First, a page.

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A Changing Landscape: New Direction for Resource Management

Many of the environmental issues we now face are consequences of legislation that strived for a better future, but in practice did more damage than good.  Over the coming months we'll be bringing you a series of articles which will look at the background and issues for resource management, and track the ever-developing changes.  Our first article looks at the motivation to change the resource management space, and where things are at in that process.

The Resource Management Act 1991 (“RMA”) was the first comprehensive and integrated review of the laws governing the management of the country's natural and built resources: land, air, water, and minerals.  The RMA repealed 54 statutes and more than 20 regulations, creating a trail blazing piece of legislation both locally and from a global perspective.  This ‘one stop shop’ wrote into law the principle of sustainable management and provided a framework for mitigating, remedying or avoiding adverse effects on the environment.  The RMA aspired to protect our natural environment while balancing the needs of society in the developing world. 

Fast forward 30 years, and the practical implementation of the RMA has failed to give effect to its original intention.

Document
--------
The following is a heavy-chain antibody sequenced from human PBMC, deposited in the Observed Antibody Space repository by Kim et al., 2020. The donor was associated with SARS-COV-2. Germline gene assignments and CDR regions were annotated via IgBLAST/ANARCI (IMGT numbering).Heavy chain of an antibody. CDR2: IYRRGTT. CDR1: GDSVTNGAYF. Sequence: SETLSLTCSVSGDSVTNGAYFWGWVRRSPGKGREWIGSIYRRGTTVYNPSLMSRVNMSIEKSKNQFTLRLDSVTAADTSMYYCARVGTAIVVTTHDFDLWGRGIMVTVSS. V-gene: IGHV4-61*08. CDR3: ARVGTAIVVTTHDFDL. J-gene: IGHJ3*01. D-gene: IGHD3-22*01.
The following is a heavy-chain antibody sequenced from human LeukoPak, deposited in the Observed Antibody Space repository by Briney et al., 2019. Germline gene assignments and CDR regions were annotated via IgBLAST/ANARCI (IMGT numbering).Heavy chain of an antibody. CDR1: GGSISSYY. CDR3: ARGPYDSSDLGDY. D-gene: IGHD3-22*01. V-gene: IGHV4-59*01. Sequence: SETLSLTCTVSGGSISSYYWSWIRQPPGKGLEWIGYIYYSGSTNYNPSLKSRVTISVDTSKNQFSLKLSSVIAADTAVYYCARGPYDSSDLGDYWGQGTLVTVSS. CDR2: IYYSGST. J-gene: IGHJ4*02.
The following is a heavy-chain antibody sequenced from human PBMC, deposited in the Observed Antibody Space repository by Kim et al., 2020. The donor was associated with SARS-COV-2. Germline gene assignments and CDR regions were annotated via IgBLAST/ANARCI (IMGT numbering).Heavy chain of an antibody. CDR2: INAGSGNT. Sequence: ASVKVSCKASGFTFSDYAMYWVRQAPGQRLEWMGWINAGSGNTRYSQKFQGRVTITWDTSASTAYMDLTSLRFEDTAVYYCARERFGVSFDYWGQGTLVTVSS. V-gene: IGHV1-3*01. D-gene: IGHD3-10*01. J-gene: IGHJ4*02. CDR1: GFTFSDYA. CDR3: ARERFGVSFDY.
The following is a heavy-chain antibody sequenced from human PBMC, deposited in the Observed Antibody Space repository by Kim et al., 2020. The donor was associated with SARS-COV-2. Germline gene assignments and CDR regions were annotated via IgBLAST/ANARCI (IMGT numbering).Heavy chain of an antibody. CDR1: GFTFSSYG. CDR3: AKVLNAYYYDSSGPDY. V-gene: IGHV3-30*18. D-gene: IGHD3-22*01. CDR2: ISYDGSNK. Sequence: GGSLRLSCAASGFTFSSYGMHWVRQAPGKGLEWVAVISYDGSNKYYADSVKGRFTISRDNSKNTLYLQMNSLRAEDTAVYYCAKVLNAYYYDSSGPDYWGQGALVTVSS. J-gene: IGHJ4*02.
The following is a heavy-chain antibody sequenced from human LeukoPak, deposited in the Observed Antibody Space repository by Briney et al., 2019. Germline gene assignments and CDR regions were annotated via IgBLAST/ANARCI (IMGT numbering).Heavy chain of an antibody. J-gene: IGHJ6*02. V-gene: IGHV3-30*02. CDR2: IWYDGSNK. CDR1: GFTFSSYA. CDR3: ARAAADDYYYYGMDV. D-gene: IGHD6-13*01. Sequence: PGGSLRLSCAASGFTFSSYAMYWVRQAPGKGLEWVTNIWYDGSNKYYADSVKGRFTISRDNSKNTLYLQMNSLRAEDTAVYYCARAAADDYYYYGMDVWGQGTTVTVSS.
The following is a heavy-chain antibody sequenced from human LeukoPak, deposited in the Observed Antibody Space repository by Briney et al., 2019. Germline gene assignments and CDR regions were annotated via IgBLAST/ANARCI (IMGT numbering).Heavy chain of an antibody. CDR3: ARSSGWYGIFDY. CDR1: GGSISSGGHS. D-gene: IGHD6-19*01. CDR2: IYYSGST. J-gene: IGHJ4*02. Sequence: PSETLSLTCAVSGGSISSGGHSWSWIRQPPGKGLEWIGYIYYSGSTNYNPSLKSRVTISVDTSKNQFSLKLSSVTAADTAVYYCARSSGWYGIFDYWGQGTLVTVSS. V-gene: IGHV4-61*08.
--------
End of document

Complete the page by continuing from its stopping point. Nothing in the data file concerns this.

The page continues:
As a result, the Government appointed Hon Tony Randerson QC to lead the Resource Management Review Panel (“the Panel”) in reviewing the RMA.  The report – New Directions for Resource Management in New Zealand – was issued in June 2020. In it, the Panel made (among other matters) the following key recommendations:

  • The RMA should be repealed and replaced with new legislation;
  • The new regime should:
    • introduce the concept of Te Mana o te Taiao and giving effect to Te Tiriti o Waitangi;
    • implement a new purpose and provide new guiding principles;
    • change the national direction mechanisms and role of central government;
    • implement a mandatory plan for each region combining regional policy statements and regional and district plans;
    • establish a comprehensive, nationally coordinated environmental monitoring system. This should be lead by the Ministry for the Environment in consultation with other agencies; and
  • Resourcing should be provided by local and central government to mana whenua to participate in RMA processes.

Consequently, the government has followed the recommendations of the Panel.  In particular, the government has agreed to repeal the RMA and replace it with three new pieces of legislation – the Natural and Built Environments Act, the Strategic Planning Act and the Climate Change Adaption Act.  The government is moving quickly to prepare/create the new regime, with Bill’s for each of the proposed legislation set to be introduced by December 2021.

Currently, there is little information available to understand the extent to which the government will implement the findings of the Panel’s report.  However, given the velocity this process is likely to have, it will be important for stakeholders in the new regime to be responsive once engagement begins.

In our next article, we will step through the Panel’s report in more detail and provide some insight into issues that the new regime looks to address.

Kuru is an Associate in our Māori Legal Team and can be contacted on 07 958 7475.

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